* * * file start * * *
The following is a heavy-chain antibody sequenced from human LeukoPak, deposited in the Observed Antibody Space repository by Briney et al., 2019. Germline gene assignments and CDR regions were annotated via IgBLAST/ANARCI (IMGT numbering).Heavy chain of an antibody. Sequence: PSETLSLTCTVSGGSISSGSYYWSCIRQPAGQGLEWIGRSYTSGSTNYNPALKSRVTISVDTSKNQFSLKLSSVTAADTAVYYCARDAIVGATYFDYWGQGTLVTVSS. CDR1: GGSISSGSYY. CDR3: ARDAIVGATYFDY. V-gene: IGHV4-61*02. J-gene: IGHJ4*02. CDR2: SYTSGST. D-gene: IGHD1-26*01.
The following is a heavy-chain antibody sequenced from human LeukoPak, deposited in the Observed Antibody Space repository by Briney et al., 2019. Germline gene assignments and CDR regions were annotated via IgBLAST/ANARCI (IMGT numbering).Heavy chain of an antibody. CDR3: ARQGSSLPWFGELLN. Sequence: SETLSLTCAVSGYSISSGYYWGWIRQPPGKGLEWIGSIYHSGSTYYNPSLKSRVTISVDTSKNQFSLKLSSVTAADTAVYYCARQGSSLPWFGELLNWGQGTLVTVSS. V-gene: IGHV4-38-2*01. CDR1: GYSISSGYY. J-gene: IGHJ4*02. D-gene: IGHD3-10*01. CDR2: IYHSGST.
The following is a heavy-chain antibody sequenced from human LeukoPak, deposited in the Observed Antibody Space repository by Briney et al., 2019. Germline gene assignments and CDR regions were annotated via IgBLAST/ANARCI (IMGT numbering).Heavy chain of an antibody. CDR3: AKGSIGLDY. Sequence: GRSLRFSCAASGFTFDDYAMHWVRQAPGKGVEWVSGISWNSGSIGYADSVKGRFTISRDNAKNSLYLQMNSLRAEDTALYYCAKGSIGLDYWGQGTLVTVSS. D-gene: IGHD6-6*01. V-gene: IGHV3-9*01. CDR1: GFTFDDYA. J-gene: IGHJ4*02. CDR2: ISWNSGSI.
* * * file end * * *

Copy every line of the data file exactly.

The following is a heavy-chain antibody sequenced from human LeukoPak, deposited in the Observed Antibody Space repository by Briney et al., 2019. Germline gene assignments and CDR regions were annotated via IgBLAST/ANARCI (IMGT numbering).Heavy chain of an antibody. Sequence: PSETLSLTCTVSGGSISSGSYYWSCIRQPAGQGLEWIGRSYTSGSTNYNPALKSRVTISVDTSKNQFSLKLSSVTAADTAVYYCARDAIVGATYFDYWGQGTLVTVSS. CDR1: GGSISSGSYY. CDR3: ARDAIVGATYFDY. V-gene: IGHV4-61*02. J-gene: IGHJ4*02. CDR2: SYTSGST. D-gene: IGHD1-26*01.
The following is a heavy-chain antibody sequenced from human LeukoPak, deposited in the Observed Antibody Space repository by Briney et al., 2019. Germline gene assignments and CDR regions were annotated via IgBLAST/ANARCI (IMGT numbering).Heavy chain of an antibody. CDR3: ARQGSSLPWFGELLN. Sequence: SETLSLTCAVSGYSISSGYYWGWIRQPPGKGLEWIGSIYHSGSTYYNPSLKSRVTISVDTSKNQFSLKLSSVTAADTAVYYCARQGSSLPWFGELLNWGQGTLVTVSS. V-gene: IGHV4-38-2*01. CDR1: GYSISSGYY. J-gene: IGHJ4*02. D-gene: IGHD3-10*01. CDR2: IYHSGST.
The following is a heavy-chain antibody sequenced from human LeukoPak, deposited in the Observed Antibody Space repository by Briney et al., 2019. Germline gene assignments and CDR regions were annotated via IgBLAST/ANARCI (IMGT numbering).Heavy chain of an antibody. CDR3: AKGSIGLDY. Sequence: GRSLRFSCAASGFTFDDYAMHWVRQAPGKGVEWVSGISWNSGSIGYADSVKGRFTISRDNAKNSLYLQMNSLRAEDTALYYCAKGSIGLDYWGQGTLVTVSS. D-gene: IGHD6-6*01. V-gene: IGHV3-9*01. CDR1: GFTFDDYA. J-gene: IGHJ4*02. CDR2: ISWNSGSI.